Have you ever wondered where the bugs, the worms, the turtles, or the snakes go when winter comes and freezes the ground they live in? As much as I’d like to think that all the nasty pests we deal with on the farm don’t survive the winter, that’s not the case. It’s important to know which pests remain in the soil or in remaining plant debris to understand what kind of pressure we might see on our crops the following season.

Below are a few definitions that are used to describe different states of dormancy animals may undergo during winter months:

Brumation: a state or condition of sluggishness, inactivity, or torpor exhibited by reptiles (such as snakes or lizards) during winter or extended periods of low temperature.

Hibernation: a state of minimal activity and metabolic depression undergone by some animal species. Hibernation is a seasonal heterothermy characterized by low body-temperature, slow breathing and heart-rate, and low metabolic rate.

Diapause: a period of suspended development in an insect, other invertebrate, or mammal embryo, especially during unfavorable environmental conditions. 

Beneficial Creatures:

  • Earthworms – The earthworms that are common in our region lay dormant in the soil just below the layer of frozen ground, sometimes as far as six feet down. The worms hibernate until the ground warms and thaws and they are able to reach food closer to the surface. They encase themselves in a mucus or slime that keeps them from drying out.
  • Ladybugs – Ladybugs undergo a type of hibernation called diapause until the air temperature warms up enough to signal that it’s time to wake up.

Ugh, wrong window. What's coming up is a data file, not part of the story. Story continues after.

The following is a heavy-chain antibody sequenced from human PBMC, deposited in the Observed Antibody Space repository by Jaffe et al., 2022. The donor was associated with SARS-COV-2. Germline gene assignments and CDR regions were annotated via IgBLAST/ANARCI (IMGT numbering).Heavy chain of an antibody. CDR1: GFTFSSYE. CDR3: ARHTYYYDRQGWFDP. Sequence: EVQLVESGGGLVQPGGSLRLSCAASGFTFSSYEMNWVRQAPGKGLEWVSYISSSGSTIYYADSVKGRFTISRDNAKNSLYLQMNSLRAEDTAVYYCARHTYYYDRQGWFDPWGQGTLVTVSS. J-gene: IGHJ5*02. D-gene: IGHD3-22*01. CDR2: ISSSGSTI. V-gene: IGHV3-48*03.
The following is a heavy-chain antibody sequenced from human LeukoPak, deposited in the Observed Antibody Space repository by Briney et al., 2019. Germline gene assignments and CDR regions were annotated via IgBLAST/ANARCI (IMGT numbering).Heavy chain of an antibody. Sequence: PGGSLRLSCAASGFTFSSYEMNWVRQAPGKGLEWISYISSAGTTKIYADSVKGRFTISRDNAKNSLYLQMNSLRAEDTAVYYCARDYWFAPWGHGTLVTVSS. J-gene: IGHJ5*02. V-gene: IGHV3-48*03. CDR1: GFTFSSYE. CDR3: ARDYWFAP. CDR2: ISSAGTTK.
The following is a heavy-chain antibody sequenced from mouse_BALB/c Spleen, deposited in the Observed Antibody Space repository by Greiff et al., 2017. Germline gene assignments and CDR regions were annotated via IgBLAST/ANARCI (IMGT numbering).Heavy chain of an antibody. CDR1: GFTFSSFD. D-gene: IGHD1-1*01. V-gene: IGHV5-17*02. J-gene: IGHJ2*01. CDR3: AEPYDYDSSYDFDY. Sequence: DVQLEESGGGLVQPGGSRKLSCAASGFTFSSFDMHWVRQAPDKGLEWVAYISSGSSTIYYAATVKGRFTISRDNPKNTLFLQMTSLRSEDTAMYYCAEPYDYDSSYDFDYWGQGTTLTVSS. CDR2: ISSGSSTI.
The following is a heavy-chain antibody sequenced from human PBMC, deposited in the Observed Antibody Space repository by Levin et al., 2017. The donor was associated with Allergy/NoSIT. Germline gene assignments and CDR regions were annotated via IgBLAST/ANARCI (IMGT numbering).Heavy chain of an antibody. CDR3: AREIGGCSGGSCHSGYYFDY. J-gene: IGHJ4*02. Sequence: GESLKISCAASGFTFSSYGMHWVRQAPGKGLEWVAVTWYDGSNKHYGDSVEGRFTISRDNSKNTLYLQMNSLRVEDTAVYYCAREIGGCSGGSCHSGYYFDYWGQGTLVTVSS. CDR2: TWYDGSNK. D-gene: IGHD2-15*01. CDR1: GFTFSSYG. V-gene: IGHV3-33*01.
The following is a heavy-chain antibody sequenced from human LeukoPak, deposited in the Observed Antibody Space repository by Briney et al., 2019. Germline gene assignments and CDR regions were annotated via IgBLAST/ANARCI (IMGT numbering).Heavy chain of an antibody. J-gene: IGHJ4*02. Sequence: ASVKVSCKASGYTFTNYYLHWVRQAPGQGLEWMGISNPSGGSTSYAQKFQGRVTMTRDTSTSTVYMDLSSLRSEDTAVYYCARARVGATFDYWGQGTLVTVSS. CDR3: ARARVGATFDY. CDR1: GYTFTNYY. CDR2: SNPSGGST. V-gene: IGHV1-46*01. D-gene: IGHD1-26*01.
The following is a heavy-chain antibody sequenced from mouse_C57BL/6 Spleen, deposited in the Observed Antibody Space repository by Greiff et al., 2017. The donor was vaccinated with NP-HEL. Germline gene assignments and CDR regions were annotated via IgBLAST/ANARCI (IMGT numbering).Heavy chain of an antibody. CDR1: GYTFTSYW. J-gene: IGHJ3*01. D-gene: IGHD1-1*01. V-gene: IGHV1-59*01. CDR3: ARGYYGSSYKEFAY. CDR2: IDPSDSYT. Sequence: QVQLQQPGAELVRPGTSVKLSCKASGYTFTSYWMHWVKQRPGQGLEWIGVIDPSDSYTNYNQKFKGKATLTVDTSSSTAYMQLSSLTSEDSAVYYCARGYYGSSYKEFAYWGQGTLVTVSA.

• Garter Snakes – In our region, garter snakes find places underground below the frost line in a state of brumation until March or April. 
  • Toads – They burrow 1-2 feet down below the frost line and remain dormant until April when the temperatures are consistently above 40 degrees. 


  • Groundhogs – These rodents hibernate in their dens beginning in November and emerge as early as February depending on the climate.
  • Mice – Mice do not hibernate and are still very active in winter months.
  • Cabbage Looper – The moths do not survive winters in Massachusetts. They migrate from the south and arrive in our region in July and August.
  • Flea Beetles – Hibernate in the soil or plant debris until spring.
  • Army Cutworm – Pupae remain in the soil until spring.
  • Cabbage Moth – Their pupa or chrysalis remain in the soil or on plant matter for the winter and emerge in the spring.

As we wake up from our winter slumber to welcome a new season, keep an eye out for all the critters that are emerging from the soil beneath our feet. 

Until next time,